• \$\begingroup\$ Vbe would actually be a single transistor voltage drop. regarding the use of the resistor, it could also depend on whether the MCU IO pin is in push/pull mode or not. If it is, a resistor is probably not needed. \$\endgroup\$
    – dhsieh2
    Jun 19, 2011 at 16:09
  • \$\begingroup\$ @dhsieh - The datasheet for the TIP110 mentions a \$V_{BE(ON)}\$ of maximum 2.8V. You could never get such a high voltage with just a single PN junction. \$\endgroup\$
    – stevenvh
    Jun 19, 2011 at 17:08
  • \$\begingroup\$ 2.8V looks extremely high, even for a double junction. Can you explain this high value somehow? I think I would try to measure it and if I can't, call my supplier's FAE for confirmation. \$\endgroup\$ Jun 19, 2011 at 17:20
  • \$\begingroup\$ Wat's the difference with dfrac? \$\endgroup\$
    – clabacchio
    Apr 3, 2012 at 7:39
  • \$\begingroup\$ @clabacchio - dfrac displays larger. frac may be hard to read, especially if numerator or denominator have terms with subscripts. Check edit history to see what frac looked like \$\endgroup\$
    – stevenvh
    Apr 3, 2012 at 7:43

To go a little further, Stevenh's calculation shows you the maximum base resistor. It's a good idea to allow for some margin and provide a little more base current (a little lower base resistor) than the absolute minimum required to get the desired collector current.

Let's expand the Stevenh's example and get some real numbers. Let's say the processor is running from a 3.3V supply. A darlington has two B-E junctions between its base and emitter, so let's say the overall B-E drop is 1.3V. That leaves 2.0V accross the base resistor. 2V / 5mA = 400 Ohms. If you're really sure about Hfe being 400 over your operating range and that you don't need more than 2A collector current, then you can use only a little lower resistor, like the common value of 360 Ohms. For more margin, use less, like 300 Ohms maybe.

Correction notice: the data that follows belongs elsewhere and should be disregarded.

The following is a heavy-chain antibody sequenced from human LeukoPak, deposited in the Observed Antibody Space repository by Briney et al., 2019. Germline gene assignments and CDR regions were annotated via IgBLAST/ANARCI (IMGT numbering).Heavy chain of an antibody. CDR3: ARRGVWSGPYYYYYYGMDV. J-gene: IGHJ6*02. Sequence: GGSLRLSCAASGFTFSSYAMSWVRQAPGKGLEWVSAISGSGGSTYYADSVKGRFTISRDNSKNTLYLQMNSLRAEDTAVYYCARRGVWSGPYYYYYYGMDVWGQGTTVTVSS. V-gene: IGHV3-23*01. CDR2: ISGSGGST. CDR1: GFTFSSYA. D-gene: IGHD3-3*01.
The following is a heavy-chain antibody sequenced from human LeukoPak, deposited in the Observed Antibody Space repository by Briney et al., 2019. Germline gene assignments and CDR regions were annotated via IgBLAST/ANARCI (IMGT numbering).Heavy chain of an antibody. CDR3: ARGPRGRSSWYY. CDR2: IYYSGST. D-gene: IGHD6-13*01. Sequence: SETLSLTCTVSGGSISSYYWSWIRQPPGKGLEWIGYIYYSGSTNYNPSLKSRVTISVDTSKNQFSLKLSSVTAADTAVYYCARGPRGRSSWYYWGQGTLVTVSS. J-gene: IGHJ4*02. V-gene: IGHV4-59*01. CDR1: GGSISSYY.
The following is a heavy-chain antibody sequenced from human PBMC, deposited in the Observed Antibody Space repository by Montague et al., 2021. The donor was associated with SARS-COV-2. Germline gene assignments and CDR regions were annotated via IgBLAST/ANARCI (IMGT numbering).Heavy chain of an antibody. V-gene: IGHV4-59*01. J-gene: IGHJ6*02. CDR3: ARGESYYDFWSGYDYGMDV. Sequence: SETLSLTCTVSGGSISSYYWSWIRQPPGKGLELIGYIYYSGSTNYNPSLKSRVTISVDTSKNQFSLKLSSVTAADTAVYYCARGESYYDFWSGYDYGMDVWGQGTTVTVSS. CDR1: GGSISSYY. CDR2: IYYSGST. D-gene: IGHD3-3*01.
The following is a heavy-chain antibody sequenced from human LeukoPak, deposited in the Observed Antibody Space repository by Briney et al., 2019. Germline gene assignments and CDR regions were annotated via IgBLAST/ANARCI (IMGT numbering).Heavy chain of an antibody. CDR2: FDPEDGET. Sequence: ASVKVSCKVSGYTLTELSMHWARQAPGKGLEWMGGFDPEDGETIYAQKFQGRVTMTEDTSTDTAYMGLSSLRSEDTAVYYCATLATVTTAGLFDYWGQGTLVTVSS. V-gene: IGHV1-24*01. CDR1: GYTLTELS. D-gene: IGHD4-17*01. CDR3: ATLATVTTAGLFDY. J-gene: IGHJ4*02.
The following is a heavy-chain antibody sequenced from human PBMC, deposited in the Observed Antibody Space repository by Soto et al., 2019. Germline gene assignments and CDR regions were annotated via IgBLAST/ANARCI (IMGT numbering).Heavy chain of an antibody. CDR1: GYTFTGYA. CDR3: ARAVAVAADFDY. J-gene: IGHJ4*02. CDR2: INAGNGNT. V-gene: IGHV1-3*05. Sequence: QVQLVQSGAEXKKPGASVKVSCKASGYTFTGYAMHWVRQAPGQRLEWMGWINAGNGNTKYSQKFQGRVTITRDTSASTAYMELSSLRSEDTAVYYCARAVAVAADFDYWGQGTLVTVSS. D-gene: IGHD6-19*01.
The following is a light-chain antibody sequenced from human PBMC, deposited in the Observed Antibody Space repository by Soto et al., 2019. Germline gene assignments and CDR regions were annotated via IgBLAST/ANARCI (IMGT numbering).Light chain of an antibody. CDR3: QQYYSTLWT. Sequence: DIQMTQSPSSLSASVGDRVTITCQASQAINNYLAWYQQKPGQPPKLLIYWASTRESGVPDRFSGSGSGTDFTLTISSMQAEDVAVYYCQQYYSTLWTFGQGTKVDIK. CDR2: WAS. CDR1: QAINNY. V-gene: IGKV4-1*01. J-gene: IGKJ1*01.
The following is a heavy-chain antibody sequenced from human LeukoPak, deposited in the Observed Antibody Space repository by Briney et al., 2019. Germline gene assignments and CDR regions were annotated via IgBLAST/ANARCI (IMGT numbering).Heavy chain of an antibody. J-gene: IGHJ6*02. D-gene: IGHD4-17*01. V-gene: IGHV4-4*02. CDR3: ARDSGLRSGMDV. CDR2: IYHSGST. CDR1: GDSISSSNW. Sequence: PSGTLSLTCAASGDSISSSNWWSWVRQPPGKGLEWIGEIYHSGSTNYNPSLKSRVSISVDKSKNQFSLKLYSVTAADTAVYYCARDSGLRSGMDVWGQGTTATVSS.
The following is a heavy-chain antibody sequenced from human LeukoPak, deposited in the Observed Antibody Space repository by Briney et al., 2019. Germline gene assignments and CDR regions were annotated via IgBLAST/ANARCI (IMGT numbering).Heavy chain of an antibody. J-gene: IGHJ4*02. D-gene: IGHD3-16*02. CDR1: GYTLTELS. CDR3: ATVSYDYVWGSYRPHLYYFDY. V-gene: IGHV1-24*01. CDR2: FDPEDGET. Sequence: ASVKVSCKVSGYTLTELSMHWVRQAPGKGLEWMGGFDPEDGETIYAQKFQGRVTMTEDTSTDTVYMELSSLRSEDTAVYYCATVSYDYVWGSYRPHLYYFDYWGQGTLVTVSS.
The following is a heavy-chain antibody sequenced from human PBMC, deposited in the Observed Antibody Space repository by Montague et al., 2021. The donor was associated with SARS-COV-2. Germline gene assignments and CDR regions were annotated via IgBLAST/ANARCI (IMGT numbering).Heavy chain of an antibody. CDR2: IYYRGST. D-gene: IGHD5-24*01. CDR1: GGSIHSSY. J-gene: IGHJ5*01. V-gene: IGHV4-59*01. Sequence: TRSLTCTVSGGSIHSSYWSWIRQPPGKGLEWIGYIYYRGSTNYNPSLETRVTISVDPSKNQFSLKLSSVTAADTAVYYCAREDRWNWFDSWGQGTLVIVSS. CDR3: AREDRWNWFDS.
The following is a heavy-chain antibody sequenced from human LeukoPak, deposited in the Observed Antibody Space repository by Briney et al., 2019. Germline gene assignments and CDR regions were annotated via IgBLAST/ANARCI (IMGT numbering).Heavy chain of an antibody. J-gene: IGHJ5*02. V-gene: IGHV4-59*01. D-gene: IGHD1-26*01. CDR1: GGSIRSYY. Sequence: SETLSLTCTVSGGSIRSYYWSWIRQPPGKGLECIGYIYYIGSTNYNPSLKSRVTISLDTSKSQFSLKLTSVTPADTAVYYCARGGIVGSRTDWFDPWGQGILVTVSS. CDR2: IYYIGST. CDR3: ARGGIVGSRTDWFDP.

Now you need to go back and see what the load on the micro is. 2V / 300 Ohms = 6.7mA. That will be OK for most micros, especially if its a PIC which tend to have particularly good output current capability. However, I've seen some micros that are specified for less than 6.7mA, so you have to check and possibly adjust things.

One thing to consider with darlingtons is that they are slow to turn off. You say this is for a switching application, so turn off time could matter. If you're just driving a relay then this is no problem, but if you're trying to do 10s of kHz PWM then this is probably not what you want to use.

Another problem with darlingtons is the rather high on-state voltage. It is one B-E drop plus one saturated C-E drop, maybe 900mV but could easily be more at high currents. At 1V the transistor would dissipate 2W with 2A collector current. That will require some sort of heat sinking or at least something like a TO-3 case mounted to the chassis or some metal.

There may very well be better ways to switch what you want without using a darlington.